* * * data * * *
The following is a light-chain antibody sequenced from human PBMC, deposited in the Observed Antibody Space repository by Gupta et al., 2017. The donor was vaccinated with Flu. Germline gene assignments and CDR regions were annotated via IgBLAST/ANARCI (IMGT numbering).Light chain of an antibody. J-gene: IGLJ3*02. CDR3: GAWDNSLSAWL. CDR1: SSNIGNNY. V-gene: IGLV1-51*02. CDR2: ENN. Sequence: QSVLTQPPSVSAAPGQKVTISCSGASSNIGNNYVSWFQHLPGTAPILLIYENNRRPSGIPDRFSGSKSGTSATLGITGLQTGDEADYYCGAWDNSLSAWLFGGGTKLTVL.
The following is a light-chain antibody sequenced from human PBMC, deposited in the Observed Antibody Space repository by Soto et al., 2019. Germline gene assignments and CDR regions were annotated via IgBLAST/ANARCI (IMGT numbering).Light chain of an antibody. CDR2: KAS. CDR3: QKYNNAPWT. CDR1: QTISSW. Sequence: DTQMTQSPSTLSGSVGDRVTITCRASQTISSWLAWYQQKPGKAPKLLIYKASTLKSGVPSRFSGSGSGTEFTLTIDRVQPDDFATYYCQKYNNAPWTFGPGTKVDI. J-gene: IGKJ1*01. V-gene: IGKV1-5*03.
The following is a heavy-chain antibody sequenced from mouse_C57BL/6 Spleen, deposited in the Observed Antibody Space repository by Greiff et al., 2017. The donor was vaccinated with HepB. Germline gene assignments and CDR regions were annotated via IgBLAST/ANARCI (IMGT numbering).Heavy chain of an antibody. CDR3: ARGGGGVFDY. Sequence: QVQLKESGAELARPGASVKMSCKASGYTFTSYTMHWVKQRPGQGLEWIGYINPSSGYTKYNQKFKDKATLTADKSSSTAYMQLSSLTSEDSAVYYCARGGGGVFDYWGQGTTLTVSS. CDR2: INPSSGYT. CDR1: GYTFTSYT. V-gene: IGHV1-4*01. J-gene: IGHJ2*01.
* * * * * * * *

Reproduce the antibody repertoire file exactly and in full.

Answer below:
The following is a light-chain antibody sequenced from human PBMC, deposited in the Observed Antibody Space repository by Gupta et al., 2017. The donor was vaccinated with Flu. Germline gene assignments and CDR regions were annotated via IgBLAST/ANARCI (IMGT numbering).Light chain of an antibody. J-gene: IGLJ3*02. CDR3: GAWDNSLSAWL. CDR1: SSNIGNNY. V-gene: IGLV1-51*02. CDR2: ENN. Sequence: QSVLTQPPSVSAAPGQKVTISCSGASSNIGNNYVSWFQHLPGTAPILLIYENNRRPSGIPDRFSGSKSGTSATLGITGLQTGDEADYYCGAWDNSLSAWLFGGGTKLTVL.
The following is a light-chain antibody sequenced from human PBMC, deposited in the Observed Antibody Space repository by Soto et al., 2019. Germline gene assignments and CDR regions were annotated via IgBLAST/ANARCI (IMGT numbering).Light chain of an antibody. CDR2: KAS. CDR3: QKYNNAPWT. CDR1: QTISSW. Sequence: DTQMTQSPSTLSGSVGDRVTITCRASQTISSWLAWYQQKPGKAPKLLIYKASTLKSGVPSRFSGSGSGTEFTLTIDRVQPDDFATYYCQKYNNAPWTFGPGTKVDI. J-gene: IGKJ1*01. V-gene: IGKV1-5*03.
The following is a heavy-chain antibody sequenced from mouse_C57BL/6 Spleen, deposited in the Observed Antibody Space repository by Greiff et al., 2017. The donor was vaccinated with HepB. Germline gene assignments and CDR regions were annotated via IgBLAST/ANARCI (IMGT numbering).Heavy chain of an antibody. CDR3: ARGGGGVFDY. Sequence: QVQLKESGAELARPGASVKMSCKASGYTFTSYTMHWVKQRPGQGLEWIGYINPSSGYTKYNQKFKDKATLTADKSSSTAYMQLSSLTSEDSAVYYCARGGGGVFDYWGQGTTLTVSS. CDR2: INPSSGYT. CDR1: GYTFTSYT. V-gene: IGHV1-4*01. J-gene: IGHJ2*01.